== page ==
Yount v. Salazar et al

Filing 152

ORDER denying 146 Motion for Final Judgment. Signed by Judge David G Campbell on 7/12/2013.(TCA)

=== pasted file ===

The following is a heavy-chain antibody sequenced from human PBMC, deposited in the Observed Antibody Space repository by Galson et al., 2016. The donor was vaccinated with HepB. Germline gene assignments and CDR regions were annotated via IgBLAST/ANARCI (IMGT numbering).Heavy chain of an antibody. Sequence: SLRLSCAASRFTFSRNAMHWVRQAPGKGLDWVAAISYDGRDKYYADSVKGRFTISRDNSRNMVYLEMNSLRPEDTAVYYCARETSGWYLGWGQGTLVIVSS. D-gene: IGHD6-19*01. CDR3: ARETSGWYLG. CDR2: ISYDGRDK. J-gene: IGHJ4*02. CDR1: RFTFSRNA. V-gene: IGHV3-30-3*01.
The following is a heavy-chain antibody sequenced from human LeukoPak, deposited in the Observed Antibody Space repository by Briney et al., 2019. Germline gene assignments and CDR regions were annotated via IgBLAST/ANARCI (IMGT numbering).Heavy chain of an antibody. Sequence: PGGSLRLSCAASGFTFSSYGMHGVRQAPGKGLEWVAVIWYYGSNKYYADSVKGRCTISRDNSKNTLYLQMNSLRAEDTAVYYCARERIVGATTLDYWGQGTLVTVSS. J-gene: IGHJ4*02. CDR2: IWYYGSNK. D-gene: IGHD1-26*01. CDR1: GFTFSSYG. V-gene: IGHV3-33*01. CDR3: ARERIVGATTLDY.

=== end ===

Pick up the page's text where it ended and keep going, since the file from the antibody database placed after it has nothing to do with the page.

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1 WO 2 3 4 5 6 IN THE UNITED STATES DISTRICT COURT 7 FOR THE DISTRICT OF ARIZONA 8 9 Gregory Yount, et al., Plaintiffs, 10 11 ORDER v. 12 No. CV-11-08171-PCT-DGC Sally Jewell, Secretary of the Interior, et al.,1 13 Defendants. 14 15 Plaintiff Northwest Mining Association (“NWMA”) has filed a motion that 16 Plaintiff National Mining Association (“NMA”) has joined asking the Court to enter final 17 judgment on counts seven and one of their respective complaints pursuant to Federal 18 Rule of Civil Procedure 54(b). Docs. 146, 147. Federal Defendants and Defendant- 19 Intervenors have filed responses in opposition (Docs. 148, 149), and NWMA and NMA 20 have filed replies. Docs. 150, 151. For the reasons set forth below, the Court will deny 21 the motion. 22 I. Background. 23 On January 9, 2012, the Secretary of the Department of Interior issued a record of 24 decision and public land order pursuant to subsection 203(c)(1) of the Federal Land 25 Policy Management Act (“FLPMA”) withdrawing over one million acres of public lands 26 in the Grand Canyon watershed from mineral location and entry subject to valid existing 27 28 1 Secretary of the Interior Sally Jewell is automatically substituted as Defendant for former Secretary of the Interior Kenneth L. Salazar pursuant to Fed. R. Civ. P. 25(d). 1 rights. 77 Fed. Reg. 2563-01 (Jan. 18, 2012). NWMA, NMA, and a number of mining 2 and municipal plaintiffs filed complaints in this now-consolidated action challenging the 3 Secretary’s decision under the Administrative Procedure Act (“APA”) for alleged 4 violations of various federal laws, including the FLPMA and the National Environmental 5 Policy Act (“NEPA”). 6 statutory authority to make the withdrawal because subsection 203(c)(1) of the FLPMA 7 contains a legislative veto that they alleged was unconstitutional under INS v. Chadha, 8 462 U.S. 919 (1983), and was not severable from the rest of the Act, making the 9 Secretary’s decision without legal effect. See 12-cv-08042-DGC, Doc. 1, ¶¶ 127-145; 10 NWMA and NMA additionally challenged the Secretary’s 12-cv-0838-DGC, Doc. 56, ¶¶ 97-107. 11 NWMA and NMA filed motions for partial summary judgment on their Chadha 12 claims (Docs. 73, 90), and Defendants and Defendant-Intervenors filed cross motions for 13 partial summary judgment. Docs. 101, 102. On March 20, 2013, the Court denied 14 NWMA’s and NMA’s motions and granted Defendants’ and Defendant-Intervenors’ 15 cross motions. 16 subsection 203(c)(1) was unconstitutional under Chadha, the veto was severable from the 17 rest of the Act and therefore did not invalidate the Secretary’s authority to make the 18 withdrawal. 19 NWMA and NMA now ask the Court to enter a final judgment on their Chadha claims in 20 order to make them immediately appealable to the Ninth Circuit. They argue that these 21 claims are factually and legally separable from the remaining claims in the consolidated 22 action, and there is no just reason for delay. Id. Doc. 130. The Court found that although the legislative veto in The Court reaffirmed this finding on reconsideration. Doc. 144. 23 II. Legal Standard. 24 Rule 54(b) provides that when more than one claim for relief is presented in an 25 action, or when multiple parties are involved, the district court may direct the entry of a 26 final judgment as to one or more but fewer than all of the claims or parties “only if the 27 court expressly determines that there is no just reason for delay.” Fed. R. Civ. P. 54(b). 28 “‘A similarity of legal or factual issues will weigh heavily against entry of judgment -2- 1 under the rule, and in such cases a Rule 54(b) order will be proper only where necessary 2 to avoid a harsh and unjust result[.]’” Frank Briscoe Co. v. Morrison-Knudsen Co., 776 3 F.2d 1414, 1416 (9th Cir. 1985) (citation omitted). “‘Judgments under Rule 54(b) must 4 be reserved for the unusual case in which the costs and risks of multiplying the number of 5 proceedings and of overcrowding the appellate docket are outbalanced by the pressing 6 needs of the litigants for an early and separate judgment as to some claims or parties.’” 7 Id.; see Gausvik v. Perez, 392 F.3d 1006, 1009 n.2 (9th Cir. 2004) (“[I]n the interest of 8 judicial economy Rule 54(b) should be used sparingly.”). 9 III. Discussion. 10 NWMA and NMA (hereinafter “Plaintiffs”) argue that although all of the claims 11 in the consolidated action arise from the same withdrawal decision, the only fact relevant 12 to their Chadha claims is the Secretary’s assertion of authority pursuant to subsection 13 203(c)(1). Docs. 146 at 7, 150 at 3-4. They further argue that an appeal of these claims 14 would not require review of the Administrative Record as a potential appeal of the APA 15 claims would, and the constitutional issue presented here is entirely separate from the 16 legal issues in those claims. Doc. 146 at 8-9. These arguments notwithstanding, appeal 17 of the Court’s Chadha ruling prior to resolution of the remaining claims still presents the 18 likelihood of piecemeal appeals. In such event, separate panels of the Ninth Circuit 19 would have to familiarize themselves with the basic facts of the withdrawal and the facts 20 Plaintiffs have asserted to show Article III standing, calling for at least some duplication 21 in factual and legal analysis.2 Separate appeals would also risk “multiplying the number 22 2 23 24 25 26 27 28 NMA acknowledges that Defendants could raise standing issues on appeal if the Court grants its 54(b) motion, but argues that resolution of those issues may obviate the need for the Ninth Circuit to consider them a second time. Doc. 151 at 3-4. This presumes that appeal of the Court’s Chadha ruling would be resolved before the remaining claims in this case are adjudicated and ripe for appeal, something that is not at all certain where appellate arguments on civil cases occur “approximately 12-20 months” after the notice of appeal, and decisions usually come months after arguments. See U.S. Courts for the Ninth Circuit, Frequently Asked Questions, content/; Doc. 141. This Court will rule on the remaining claims in this case before any 54(b) appeal likely would be heard. See Case Management Order, April 23, 2013, Doc. 141. In addition, any second appeal might well require standing analysis for the plaintiffs in this case who would not be part of the 54(b) appeal, requiring two Ninth Circuit panels to wrestle with the standing issues in this case. -3- 1 of proceedings and overcrowding the appellate docket.” Curtiss-Wright Corp. v. General 2 Elec. Corp., 446 U.S 1, 8 (1980). “Absent a seriously important reason . . . the interests 3 of judicial administration counsel against certifying claims or related issues in remaining 4 claims that are based on interlocking facts, in a routine case, that will likely lead to 5 successive appeals.” Wood v. GCC Bend, LLC, 422 F.3d 873, 882-83 (2005). 6 Plaintiffs argue that allowing advance appeal of the Chadha issue would help 7 “streamline the ensuing litigation,” Texaco, Inc. v. Ponsoldt, 939 F.2d 794, 797-98 (9th 8 Cir. 1991), because it could be dispositive as to the legality of the withdrawal and avert 9 the need for the Ninth Circuit to consider appeals related to any remaining claims. 10 Doc. 146 at 9. The Court is not persuaded, however, that separate certification will 11 increase judicial efficiency because the Ninth Circuit could also uphold this Court’s 12 finding on the Chadha issue, in which case it would still need to address any appeal of 13 the remaining claims. Additionally, as Defendant-Intervenors argue, it is possible that 14 resolution of the remaining claims in Plaintiff’s favor could eliminate the case or 15 controversy required for appeal of the constitutional issue before that appeal is decided. 16 Doc. 149 at 10; see Quinn v. Milsap, 491 U.S. 95, 103 (1989) (noting that a case on 17 appeal must retain the essentials of an adversary proceeding). The possibility that the 18 Ninth Circuit need not reach this issue on appeal weighs against separate certification. 19 See Wood, 422 F.3d at 882 (reversing certification and dismissing an appeal where 20 “absent certification, we may never have to decide whether Wood was constructively 21 discharged as a matter of law.”). Even if, as NWMA argues, Plaintiffs would seek to 22 appeal the Court’s Chadha ruling even if the Court remanded the Secretary’s withdrawal 23 decision because a successful appeal of the constitutional issue would vacate that 24 decision while a remand might not (see Doc. 151 at 5-6), Plaintiffs would still have the 25 ability to appeal that decision once all of its claims are adjudicated, and the Court is not 26 persuaded that they have presented compelling reasons to do so now. 27 Plaintiffs rely on PAETEC Commc’n, Inc. v. MCI Commc’n Serv., Inc., 784 28 F.Supp.2d 542, 548 (E.D. Pa. 2011), for the proposition that previously unresolved issues -4- 1 of widespread importance weigh in favor of immediate appeal. Doc. 146 at 9-10. 2 PAETEC involved an issue of first impression of importance to the telecommunications 3 industry. 784 F.Supp 2d at 548. Plaintiffs argue that the judgment they seek to appeal is 4 likewise of great importance to the mining industry and has widespread ramifications. 5 Doc. 146 at 10. The Court is not persuaded that this fact alone demonstrates a particular 6 need for the Ninth Circuit to take immediate appeal on an issue that has not heretofore 7 been raised in the nearly four decades that the Secretary has exercised withdrawal 8 authority, particularly where the remaining claims are set for resolution in a matter of 9 months and all appealable issues may be raised at that time. 10 Plaintiffs’ citation to the Ninth Circuit’s ruling in Purdy Mobile Homes, Inc. v. 11 Champion Home Builders Co., 594 F.2d 1313 (9th Cir. 1979), is also unavailing. In 12 Purdy, the Ninth Circuit affirmed the district court’s finding that there was no just cause 13 for delay in entering final judgment on an interpretation of a federal act for which there 14 was disagreement among the courts and reversal would likely necessitate a second trial. 15 594 F.2d at 1316-17. Here, there is no judicial disagreement on the severability of the 16 unconstitutional veto in subsection 203(c)(1), and even if the Ninth Circuit reverses this 17 Court’s ruling, this outcome would, at most, moot Plaintiffs’ remaining claims, not 18 necessitate further proceedings or require the equivalent of a second trial. 19 Plaintiffs argue that their members will suffer substantial economic harm if the 20 Court does not grant their 54(b) motion because they must pay annual maintenance fees 21 of $140 per claim to maintain claims in the withdrawn area even while the challenged 22 withdrawal prevents them from developing these claims without first undergoing costly 23 and time-consuming mineral exams. Doc. 146 at 10-11. Plaintiffs state that records in 24 this case indicate that there are at least 3,000 mining claims located in the withdrawn 25 area, leading to $420,000 in fees payable annually to the Department of Interior, and this 26 outweighs the costs and potential for duplication that would result from separate appeals. 27 Id. at 11. Defendant-Intervenors argue that these losses are exaggerated because the 28 withdrawal does not preclude development of all existing claims, and, even if it does, -5- 1 Plaintiffs do not identify how many of the asserted 3,000 claims belong to their members. 2 Doc. 149 at 12, n. 5. The Court need not resolve these factual issues because Plaintiffs 3 have not shown that their members would likely develop a substantial number of these 4 claims during the pendency of this case even if the Court granted its motion and the Ninth 5 Circuit were to reverse its finding on Plaintiffs’ Chadha claims.3 Although the Court is 6 mindful that Plaintiffs are suffering and will continue to suffer economic harm as they 7 await the ability to develop their mining claims, the Court is not persuaded that, with 8 final briefing on Plaintiffs’ motions for summary judgment set to be completed by April 9 2014 (see Doc. 141), this harm is made substantially greater by having to wait to file a 10 single appeal after final judgment on all claims. 11 The Court will exercise its discretion and deny Plaintiffs’ motion for entry of 12 judgment under Rule 54(b). See Blair v. Shanahan, 38 F.3d 1514, 1522 (9th Cir. 1994) 13 (district court did not err in denying Rule 54(b) request where a short trial was to begin in 14 only four months and the entire case could be reviewed after trial); In re Lindsay, 59 F.3d 15 942, 951 (9th Cir. 1995) (holding that the bankruptcy court erred in entering partial final 16 judgment under Rule 54(b) and warning about the “dangers of profligate Rule 54(b) 17 determinations”); Sanchez v. Maricopa County, No. CV 07-1244-PHX-JAT, 2008 WL 18 2774528, at *1 (D. Ariz. July 14, 2008) (“The Court finds that this is not the rare case 19 that justifies sending up piecemeal appeals to the Circuit Court. Plaintiff has not shown 20 the sort of pressing needs contemplated by a grant of a 54(b) motion, and denial of his 21 motion will not lead to a harsh or unjust result.”). 22 23 24 25 26 27 28 3 Defendant-Intervenors note that the Bureau of Land Management (“BLM”) estimated in its Final EIS that under the “no action alternative,” meaning absent the withdrawal, an estimated 30 uranium mines could be developed in the withdrawal area over the next 20 years for an average of 1.5 per year. See BLM, Final EIS, Northern Arizona Proposed Withdrawal (Oct. 2011) at 2-11 to 2-13, available at http://www. eis/ naz-withdraw.html. -6- 1 IT IS ORDERED that Plaintiff NWMA’s motion for final judgment (Doc. 146) 2 which Plaintiff NMA joins (Doc. 147) is denied. 3 Dated this 12th day of July, 2013. 4 5 6 7 8 9 10 11 12 13 14 15 16 17 18 19 20 21 22 23 24 25 26 27 28 -7-